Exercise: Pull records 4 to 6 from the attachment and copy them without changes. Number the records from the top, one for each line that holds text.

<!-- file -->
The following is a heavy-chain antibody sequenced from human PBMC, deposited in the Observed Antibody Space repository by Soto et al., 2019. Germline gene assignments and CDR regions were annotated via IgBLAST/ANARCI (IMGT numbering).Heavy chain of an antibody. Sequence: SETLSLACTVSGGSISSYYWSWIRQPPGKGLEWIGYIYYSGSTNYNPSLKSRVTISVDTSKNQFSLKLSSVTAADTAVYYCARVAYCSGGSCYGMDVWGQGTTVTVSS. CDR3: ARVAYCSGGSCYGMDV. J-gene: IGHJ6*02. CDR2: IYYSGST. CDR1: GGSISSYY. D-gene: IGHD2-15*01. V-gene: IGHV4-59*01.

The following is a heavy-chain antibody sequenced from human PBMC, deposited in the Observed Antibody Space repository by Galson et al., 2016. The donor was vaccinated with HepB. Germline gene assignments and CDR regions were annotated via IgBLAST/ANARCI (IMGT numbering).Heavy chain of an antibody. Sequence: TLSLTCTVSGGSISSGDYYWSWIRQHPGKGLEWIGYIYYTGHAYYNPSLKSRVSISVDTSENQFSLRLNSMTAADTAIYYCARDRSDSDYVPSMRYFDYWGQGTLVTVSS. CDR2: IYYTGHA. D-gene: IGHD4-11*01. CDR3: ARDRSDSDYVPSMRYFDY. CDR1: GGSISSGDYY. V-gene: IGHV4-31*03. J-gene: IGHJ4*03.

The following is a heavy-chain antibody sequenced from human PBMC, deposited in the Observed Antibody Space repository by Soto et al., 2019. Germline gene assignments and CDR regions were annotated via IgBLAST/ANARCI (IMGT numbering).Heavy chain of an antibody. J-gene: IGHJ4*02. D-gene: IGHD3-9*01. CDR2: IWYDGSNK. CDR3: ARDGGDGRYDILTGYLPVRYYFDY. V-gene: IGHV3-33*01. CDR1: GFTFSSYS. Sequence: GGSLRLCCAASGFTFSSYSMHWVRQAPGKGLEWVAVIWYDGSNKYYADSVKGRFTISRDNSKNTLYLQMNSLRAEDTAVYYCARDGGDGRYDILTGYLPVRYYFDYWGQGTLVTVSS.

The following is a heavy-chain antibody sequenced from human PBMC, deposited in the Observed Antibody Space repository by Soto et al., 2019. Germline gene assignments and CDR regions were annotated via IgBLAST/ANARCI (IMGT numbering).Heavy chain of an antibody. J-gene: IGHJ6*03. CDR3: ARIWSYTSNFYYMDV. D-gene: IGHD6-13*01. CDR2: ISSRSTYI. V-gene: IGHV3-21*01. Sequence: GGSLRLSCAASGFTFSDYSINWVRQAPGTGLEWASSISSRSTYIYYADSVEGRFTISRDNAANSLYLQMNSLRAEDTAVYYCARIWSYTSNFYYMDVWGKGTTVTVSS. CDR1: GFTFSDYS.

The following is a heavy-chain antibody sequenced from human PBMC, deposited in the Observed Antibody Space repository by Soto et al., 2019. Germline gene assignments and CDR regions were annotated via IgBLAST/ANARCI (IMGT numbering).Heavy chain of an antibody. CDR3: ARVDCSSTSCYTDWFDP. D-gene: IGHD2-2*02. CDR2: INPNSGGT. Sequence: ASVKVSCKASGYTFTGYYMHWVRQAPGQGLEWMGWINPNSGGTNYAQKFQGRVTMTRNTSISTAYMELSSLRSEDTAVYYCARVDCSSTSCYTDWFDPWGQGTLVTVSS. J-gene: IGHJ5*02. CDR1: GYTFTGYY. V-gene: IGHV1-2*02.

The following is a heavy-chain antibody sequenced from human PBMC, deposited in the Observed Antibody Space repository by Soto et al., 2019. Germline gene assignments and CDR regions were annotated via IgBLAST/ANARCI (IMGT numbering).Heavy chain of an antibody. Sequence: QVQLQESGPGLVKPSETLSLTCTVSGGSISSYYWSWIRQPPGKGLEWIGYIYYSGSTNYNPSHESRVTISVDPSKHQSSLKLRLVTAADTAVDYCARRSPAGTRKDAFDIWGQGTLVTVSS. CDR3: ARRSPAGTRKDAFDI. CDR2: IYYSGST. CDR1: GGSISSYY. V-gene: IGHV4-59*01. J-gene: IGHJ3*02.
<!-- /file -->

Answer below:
The following is a heavy-chain antibody sequenced from human PBMC, deposited in the Observed Antibody Space repository by Soto et al., 2019. Germline gene assignments and CDR regions were annotated via IgBLAST/ANARCI (IMGT numbering).Heavy chain of an antibody. J-gene: IGHJ6*03. CDR3: ARIWSYTSNFYYMDV. D-gene: IGHD6-13*01. CDR2: ISSRSTYI. V-gene: IGHV3-21*01. Sequence: GGSLRLSCAASGFTFSDYSINWVRQAPGTGLEWASSISSRSTYIYYADSVEGRFTISRDNAANSLYLQMNSLRAEDTAVYYCARIWSYTSNFYYMDVWGKGTTVTVSS. CDR1: GFTFSDYS.

The following is a heavy-chain antibody sequenced from human PBMC, deposited in the Observed Antibody Space repository by Soto et al., 2019. Germline gene assignments and CDR regions were annotated via IgBLAST/ANARCI (IMGT numbering).Heavy chain of an antibody. CDR3: ARVDCSSTSCYTDWFDP. D-gene: IGHD2-2*02. CDR2: INPNSGGT. Sequence: ASVKVSCKASGYTFTGYYMHWVRQAPGQGLEWMGWINPNSGGTNYAQKFQGRVTMTRNTSISTAYMELSSLRSEDTAVYYCARVDCSSTSCYTDWFDPWGQGTLVTVSS. J-gene: IGHJ5*02. CDR1: GYTFTGYY. V-gene: IGHV1-2*02.

The following is a heavy-chain antibody sequenced from human PBMC, deposited in the Observed Antibody Space repository by Soto et al., 2019. Germline gene assignments and CDR regions were annotated via IgBLAST/ANARCI (IMGT numbering).Heavy chain of an antibody. Sequence: QVQLQESGPGLVKPSETLSLTCTVSGGSISSYYWSWIRQPPGKGLEWIGYIYYSGSTNYNPSHESRVTISVDPSKHQSSLKLRLVTAADTAVDYCARRSPAGTRKDAFDIWGQGTLVTVSS. CDR3: ARRSPAGTRKDAFDI. CDR2: IYYSGST. CDR1: GGSISSYY. V-gene: IGHV4-59*01. J-gene: IGHJ3*02.